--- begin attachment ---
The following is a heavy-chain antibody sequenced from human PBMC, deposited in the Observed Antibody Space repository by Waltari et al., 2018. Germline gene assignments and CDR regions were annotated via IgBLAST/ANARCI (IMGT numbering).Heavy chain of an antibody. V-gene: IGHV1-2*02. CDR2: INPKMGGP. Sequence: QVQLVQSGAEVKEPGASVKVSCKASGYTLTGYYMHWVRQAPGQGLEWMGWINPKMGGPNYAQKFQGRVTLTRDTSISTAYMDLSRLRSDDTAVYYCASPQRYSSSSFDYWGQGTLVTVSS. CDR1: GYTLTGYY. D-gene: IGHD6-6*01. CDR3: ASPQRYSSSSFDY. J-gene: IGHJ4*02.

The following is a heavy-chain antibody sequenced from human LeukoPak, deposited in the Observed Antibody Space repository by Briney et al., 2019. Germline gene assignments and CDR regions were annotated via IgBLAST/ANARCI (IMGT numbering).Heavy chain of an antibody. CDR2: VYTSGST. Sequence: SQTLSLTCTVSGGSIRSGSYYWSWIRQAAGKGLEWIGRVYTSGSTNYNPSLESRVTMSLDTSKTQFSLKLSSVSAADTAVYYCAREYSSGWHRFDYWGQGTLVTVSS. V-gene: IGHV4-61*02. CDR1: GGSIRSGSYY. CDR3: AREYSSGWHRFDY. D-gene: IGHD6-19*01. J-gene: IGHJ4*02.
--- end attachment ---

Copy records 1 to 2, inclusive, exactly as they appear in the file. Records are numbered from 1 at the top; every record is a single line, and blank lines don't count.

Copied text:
The following is a heavy-chain antibody sequenced from human PBMC, deposited in the Observed Antibody Space repository by Waltari et al., 2018. Germline gene assignments and CDR regions were annotated via IgBLAST/ANARCI (IMGT numbering).Heavy chain of an antibody. V-gene: IGHV1-2*02. CDR2: INPKMGGP. Sequence: QVQLVQSGAEVKEPGASVKVSCKASGYTLTGYYMHWVRQAPGQGLEWMGWINPKMGGPNYAQKFQGRVTLTRDTSISTAYMDLSRLRSDDTAVYYCASPQRYSSSSFDYWGQGTLVTVSS. CDR1: GYTLTGYY. D-gene: IGHD6-6*01. CDR3: ASPQRYSSSSFDY. J-gene: IGHJ4*02.

The following is a heavy-chain antibody sequenced from human LeukoPak, deposited in the Observed Antibody Space repository by Briney et al., 2019. Germline gene assignments and CDR regions were annotated via IgBLAST/ANARCI (IMGT numbering).Heavy chain of an antibody. CDR2: VYTSGST. Sequence: SQTLSLTCTVSGGSIRSGSYYWSWIRQAAGKGLEWIGRVYTSGSTNYNPSLESRVTMSLDTSKTQFSLKLSSVSAADTAVYYCAREYSSGWHRFDYWGQGTLVTVSS. V-gene: IGHV4-61*02. CDR1: GGSIRSGSYY. CDR3: AREYSSGWHRFDY. D-gene: IGHD6-19*01. J-gene: IGHJ4*02.